Monday, August 13, 2012

Grammar stuff: Who vs. That

My favorite truck stop, the Planeview Truck Stop, just south of Oshkosh, WI, has a slogan that is grammatically incorrect.

The headline of the stop's web site is "Dirk, the Dutch Dairyman That Bought a Truck Stop." Dirk is to be forgiven. English isn't his first language. And truckers don't care about grammar. At least most don't. I've met Dirk a couple times when he's worked the diner, and while his English skills are rudimentary at best, he makes a mean chicken fried steak, which is great considering that it's not exactly Dutch cuisine.

"That" refers to objects. "Who" refers to people. Dirk is one who bought the truck stop. I've noticed many people who claim English as their first language can't make the proper distinction between "who" and "that." Where word usage gets a little muddy is the use of "whose," which can apply to both people and objects. "The truck's engine, whose oil hadn't been changed in over 40,000 miles, ran a little choppy." "Dirk, whose chicken fried steak is the best in all the land, also makes a tasty omelet."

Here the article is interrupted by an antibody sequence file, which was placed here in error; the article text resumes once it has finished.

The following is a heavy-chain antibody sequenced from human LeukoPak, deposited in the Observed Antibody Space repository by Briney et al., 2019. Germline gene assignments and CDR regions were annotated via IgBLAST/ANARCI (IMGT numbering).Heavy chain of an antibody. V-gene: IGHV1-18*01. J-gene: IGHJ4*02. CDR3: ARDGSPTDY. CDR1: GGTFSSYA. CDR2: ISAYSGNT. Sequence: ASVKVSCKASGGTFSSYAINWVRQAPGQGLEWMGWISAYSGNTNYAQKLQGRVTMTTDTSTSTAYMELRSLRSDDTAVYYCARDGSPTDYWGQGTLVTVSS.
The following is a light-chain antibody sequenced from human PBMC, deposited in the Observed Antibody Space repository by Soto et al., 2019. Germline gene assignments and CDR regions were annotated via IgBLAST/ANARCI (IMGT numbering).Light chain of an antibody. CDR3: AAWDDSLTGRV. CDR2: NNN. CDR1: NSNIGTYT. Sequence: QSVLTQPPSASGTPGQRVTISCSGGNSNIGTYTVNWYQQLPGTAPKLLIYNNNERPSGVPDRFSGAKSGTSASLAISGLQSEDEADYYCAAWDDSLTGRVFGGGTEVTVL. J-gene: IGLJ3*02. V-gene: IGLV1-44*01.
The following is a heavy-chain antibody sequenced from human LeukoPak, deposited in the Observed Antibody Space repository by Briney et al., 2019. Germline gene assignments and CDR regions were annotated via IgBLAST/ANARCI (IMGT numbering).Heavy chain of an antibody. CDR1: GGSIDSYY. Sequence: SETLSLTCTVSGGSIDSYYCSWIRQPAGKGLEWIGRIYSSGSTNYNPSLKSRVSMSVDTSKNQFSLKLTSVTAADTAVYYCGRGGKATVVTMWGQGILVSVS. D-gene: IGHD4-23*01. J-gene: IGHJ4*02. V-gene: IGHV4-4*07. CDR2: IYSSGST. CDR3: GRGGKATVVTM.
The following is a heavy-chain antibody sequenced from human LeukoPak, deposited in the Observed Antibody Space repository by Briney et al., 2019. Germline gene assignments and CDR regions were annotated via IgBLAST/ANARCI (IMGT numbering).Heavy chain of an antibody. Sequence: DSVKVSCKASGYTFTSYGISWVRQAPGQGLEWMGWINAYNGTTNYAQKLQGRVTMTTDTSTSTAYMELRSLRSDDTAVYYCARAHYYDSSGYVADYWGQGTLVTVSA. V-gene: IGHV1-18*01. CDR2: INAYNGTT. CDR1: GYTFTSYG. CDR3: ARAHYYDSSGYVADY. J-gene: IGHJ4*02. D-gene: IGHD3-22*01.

Somehow, referring to a person as "that" dehumanizes them. I like the following sentence from the Grammar Girl web site, that illustrates this point. "I always think of my friend who would only refer to his new stepmother as the woman that married my father." When the improper use of "that" is intended to dehumanize someone, it can be quite clever.